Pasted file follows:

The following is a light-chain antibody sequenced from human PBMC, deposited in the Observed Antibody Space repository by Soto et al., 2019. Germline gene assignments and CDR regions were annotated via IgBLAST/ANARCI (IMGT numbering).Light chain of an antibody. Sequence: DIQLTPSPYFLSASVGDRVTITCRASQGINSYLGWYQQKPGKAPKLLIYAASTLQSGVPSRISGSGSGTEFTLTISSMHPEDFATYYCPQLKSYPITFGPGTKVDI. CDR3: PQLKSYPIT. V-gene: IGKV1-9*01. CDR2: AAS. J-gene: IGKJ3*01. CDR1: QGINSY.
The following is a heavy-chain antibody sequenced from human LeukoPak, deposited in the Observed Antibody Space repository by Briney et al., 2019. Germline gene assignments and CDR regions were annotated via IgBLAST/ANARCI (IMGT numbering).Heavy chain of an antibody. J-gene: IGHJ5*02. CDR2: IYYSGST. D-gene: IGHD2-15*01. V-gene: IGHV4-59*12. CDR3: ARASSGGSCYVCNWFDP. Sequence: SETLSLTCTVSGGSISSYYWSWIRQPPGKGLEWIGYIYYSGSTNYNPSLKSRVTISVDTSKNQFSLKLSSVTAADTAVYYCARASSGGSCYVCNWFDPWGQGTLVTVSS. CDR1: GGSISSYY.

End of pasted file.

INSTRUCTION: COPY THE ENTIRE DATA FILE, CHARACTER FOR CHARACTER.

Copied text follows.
The following is a light-chain antibody sequenced from human PBMC, deposited in the Observed Antibody Space repository by Soto et al., 2019. Germline gene assignments and CDR regions were annotated via IgBLAST/ANARCI (IMGT numbering).Light chain of an antibody. Sequence: DIQLTPSPYFLSASVGDRVTITCRASQGINSYLGWYQQKPGKAPKLLIYAASTLQSGVPSRISGSGSGTEFTLTISSMHPEDFATYYCPQLKSYPITFGPGTKVDI. CDR3: PQLKSYPIT. V-gene: IGKV1-9*01. CDR2: AAS. J-gene: IGKJ3*01. CDR1: QGINSY.
The following is a heavy-chain antibody sequenced from human LeukoPak, deposited in the Observed Antibody Space repository by Briney et al., 2019. Germline gene assignments and CDR regions were annotated via IgBLAST/ANARCI (IMGT numbering).Heavy chain of an antibody. J-gene: IGHJ5*02. CDR2: IYYSGST. D-gene: IGHD2-15*01. V-gene: IGHV4-59*12. CDR3: ARASSGGSCYVCNWFDP. Sequence: SETLSLTCTVSGGSISSYYWSWIRQPPGKGLEWIGYIYYSGSTNYNPSLKSRVTISVDTSKNQFSLKLSSVTAADTAVYYCARASSGGSCYVCNWFDPWGQGTLVTVSS. CDR1: GGSISSYY.